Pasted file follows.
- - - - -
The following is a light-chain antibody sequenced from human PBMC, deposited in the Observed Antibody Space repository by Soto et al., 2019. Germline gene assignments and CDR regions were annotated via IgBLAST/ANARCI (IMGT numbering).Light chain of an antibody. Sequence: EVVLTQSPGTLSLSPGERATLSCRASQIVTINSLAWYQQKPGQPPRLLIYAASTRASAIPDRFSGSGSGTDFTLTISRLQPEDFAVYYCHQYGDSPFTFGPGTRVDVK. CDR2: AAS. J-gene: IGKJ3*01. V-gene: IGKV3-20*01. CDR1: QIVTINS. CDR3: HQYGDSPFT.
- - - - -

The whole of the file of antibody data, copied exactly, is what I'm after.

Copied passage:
The following is a light-chain antibody sequenced from human PBMC, deposited in the Observed Antibody Space repository by Soto et al., 2019. Germline gene assignments and CDR regions were annotated via IgBLAST/ANARCI (IMGT numbering).Light chain of an antibody. Sequence: EVVLTQSPGTLSLSPGERATLSCRASQIVTINSLAWYQQKPGQPPRLLIYAASTRASAIPDRFSGSGSGTDFTLTISRLQPEDFAVYYCHQYGDSPFTFGPGTRVDVK. CDR2: AAS. J-gene: IGKJ3*01. V-gene: IGKV3-20*01. CDR1: QIVTINS. CDR3: HQYGDSPFT.